The play was brutal, with no quarter asked or given. It was rugby at its most primitive and it’s most enjoyable. The Dogs scrum was still fragile, but holding up in the face of enormous pressure. Wests backs had the advantage of getting good ‘go forward’ ball from their scrum, while Wanneroo mostly got ball and man together. But they made the best of every opportunity and their defence was outstanding. Grayson and Kingy typified Wanneroo’s spirit by their endless tackle count that stopped every attempted midfield break by Wests.


Wests full back pumped a high ball into the gloom and rain, but Deegs took it easily and returned it to the half way line for a line out to Wests. They won their own ball and kicked it for touch, but the Dogs caught it and sent it straight back to Wests full back. He made a short dash before being caught by Leon and slung to the ground like a rag doll. Scott pinched the loose ball and set a ruck, from which Nolly had a run. When he got held, Leon had a go, but Wests tackle line was equally as good as the Dogs. Shortly afterwards Leon had another pick and go from a ruck and JM carried the ball on before feeding Joe Bajjada on the left wing. Joe crossed the gain line and set the ball, but it was lost by the next receiver and Wests got the scrum feed. They Dogs scrum disintegrated and Wests took off with the ball, but the ref called them back for a penalty against Wanneroo. They kicked for line.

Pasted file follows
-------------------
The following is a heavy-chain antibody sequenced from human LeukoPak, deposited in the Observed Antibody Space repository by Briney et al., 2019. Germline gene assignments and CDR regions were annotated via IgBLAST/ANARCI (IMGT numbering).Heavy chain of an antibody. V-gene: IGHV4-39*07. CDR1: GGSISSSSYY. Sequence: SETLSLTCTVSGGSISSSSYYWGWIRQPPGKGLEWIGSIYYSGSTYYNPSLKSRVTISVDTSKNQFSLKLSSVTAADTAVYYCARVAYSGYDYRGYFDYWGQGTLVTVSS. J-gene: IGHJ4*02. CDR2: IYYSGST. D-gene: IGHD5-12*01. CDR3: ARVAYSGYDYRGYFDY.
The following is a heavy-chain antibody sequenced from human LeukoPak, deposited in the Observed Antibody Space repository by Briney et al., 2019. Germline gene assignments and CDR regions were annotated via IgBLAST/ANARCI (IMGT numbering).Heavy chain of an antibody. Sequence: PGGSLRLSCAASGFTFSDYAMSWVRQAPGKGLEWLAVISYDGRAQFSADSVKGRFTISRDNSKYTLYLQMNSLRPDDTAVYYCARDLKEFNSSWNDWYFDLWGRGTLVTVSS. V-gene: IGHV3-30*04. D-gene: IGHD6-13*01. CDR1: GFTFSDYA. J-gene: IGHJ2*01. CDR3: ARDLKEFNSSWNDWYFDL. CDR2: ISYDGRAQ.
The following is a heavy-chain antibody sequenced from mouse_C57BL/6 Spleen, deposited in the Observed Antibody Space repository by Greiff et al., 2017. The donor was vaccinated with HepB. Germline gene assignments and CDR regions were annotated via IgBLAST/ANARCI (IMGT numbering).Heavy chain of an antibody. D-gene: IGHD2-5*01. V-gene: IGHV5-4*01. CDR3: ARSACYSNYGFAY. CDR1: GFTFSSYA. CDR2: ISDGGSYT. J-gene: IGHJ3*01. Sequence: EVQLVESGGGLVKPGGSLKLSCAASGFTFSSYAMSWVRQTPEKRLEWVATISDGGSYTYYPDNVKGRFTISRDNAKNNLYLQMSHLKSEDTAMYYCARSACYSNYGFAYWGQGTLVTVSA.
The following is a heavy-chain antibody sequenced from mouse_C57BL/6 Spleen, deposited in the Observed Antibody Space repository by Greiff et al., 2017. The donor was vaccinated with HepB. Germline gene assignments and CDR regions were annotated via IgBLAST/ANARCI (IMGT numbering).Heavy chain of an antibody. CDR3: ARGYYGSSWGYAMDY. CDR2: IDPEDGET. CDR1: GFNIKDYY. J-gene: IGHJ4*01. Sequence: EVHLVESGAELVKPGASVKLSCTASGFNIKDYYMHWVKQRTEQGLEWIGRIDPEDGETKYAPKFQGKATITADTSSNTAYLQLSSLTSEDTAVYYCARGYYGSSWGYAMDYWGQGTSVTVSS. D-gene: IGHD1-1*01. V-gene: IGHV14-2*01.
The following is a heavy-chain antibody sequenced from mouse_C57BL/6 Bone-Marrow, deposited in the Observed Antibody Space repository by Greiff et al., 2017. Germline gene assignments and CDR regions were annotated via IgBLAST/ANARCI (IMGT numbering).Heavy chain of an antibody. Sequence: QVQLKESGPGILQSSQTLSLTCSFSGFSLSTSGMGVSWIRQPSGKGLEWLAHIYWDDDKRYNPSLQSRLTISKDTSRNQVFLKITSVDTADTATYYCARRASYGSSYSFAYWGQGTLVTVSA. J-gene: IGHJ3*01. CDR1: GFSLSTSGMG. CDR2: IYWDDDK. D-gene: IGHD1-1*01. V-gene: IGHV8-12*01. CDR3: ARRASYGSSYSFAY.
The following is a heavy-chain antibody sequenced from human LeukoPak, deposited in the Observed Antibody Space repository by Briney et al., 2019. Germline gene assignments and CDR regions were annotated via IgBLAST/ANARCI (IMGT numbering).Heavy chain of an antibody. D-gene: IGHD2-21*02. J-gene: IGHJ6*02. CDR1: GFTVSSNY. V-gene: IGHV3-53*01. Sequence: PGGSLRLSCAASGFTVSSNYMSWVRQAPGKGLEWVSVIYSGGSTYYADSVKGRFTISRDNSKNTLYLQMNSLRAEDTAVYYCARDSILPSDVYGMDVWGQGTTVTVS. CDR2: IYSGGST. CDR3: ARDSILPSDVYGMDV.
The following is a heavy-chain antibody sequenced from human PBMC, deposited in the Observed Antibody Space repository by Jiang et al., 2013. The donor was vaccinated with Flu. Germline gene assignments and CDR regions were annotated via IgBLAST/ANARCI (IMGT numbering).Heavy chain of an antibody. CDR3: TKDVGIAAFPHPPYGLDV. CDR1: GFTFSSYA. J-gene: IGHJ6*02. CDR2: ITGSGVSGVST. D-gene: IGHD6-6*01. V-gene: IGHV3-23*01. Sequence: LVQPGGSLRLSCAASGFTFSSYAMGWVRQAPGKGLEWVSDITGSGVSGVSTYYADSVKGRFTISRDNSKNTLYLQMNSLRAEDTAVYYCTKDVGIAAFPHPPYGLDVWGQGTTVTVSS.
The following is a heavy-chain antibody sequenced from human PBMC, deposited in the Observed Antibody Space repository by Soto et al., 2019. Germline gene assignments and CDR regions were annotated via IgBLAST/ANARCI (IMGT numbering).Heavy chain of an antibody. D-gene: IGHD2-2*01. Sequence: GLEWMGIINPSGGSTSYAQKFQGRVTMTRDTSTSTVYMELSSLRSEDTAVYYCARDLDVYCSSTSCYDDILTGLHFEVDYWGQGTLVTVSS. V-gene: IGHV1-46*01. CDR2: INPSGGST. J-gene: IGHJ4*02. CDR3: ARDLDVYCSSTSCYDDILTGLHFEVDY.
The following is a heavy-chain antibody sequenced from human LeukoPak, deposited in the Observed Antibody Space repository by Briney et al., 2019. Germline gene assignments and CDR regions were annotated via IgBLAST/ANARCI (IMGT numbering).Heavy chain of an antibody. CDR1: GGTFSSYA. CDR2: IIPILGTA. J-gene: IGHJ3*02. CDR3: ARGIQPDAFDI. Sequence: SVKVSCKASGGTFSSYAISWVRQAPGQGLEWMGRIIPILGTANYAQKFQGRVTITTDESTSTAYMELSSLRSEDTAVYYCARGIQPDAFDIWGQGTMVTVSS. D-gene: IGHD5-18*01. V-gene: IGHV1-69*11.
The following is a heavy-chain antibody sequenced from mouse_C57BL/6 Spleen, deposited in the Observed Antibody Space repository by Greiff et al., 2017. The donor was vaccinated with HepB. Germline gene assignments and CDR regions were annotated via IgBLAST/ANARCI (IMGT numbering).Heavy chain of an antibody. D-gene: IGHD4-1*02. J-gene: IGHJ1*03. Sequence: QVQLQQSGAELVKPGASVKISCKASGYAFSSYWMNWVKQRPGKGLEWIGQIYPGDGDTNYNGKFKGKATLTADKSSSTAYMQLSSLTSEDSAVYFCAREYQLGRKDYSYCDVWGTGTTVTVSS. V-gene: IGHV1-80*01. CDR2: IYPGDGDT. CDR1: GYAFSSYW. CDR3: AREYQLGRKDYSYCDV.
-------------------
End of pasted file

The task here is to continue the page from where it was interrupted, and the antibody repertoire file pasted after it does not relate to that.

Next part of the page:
Beets stole Wests line out ball, but the ref saw another offence and awarded a scrum feed to Wests. He followed that up with a penalty against the Dogs in the scrum. Wests full back (now playing half back) put the ball into the scrum and when the whistle went almost immediately for another penalty, he fed the ball quickly to his number 8, who made good ground before a tackle took him out.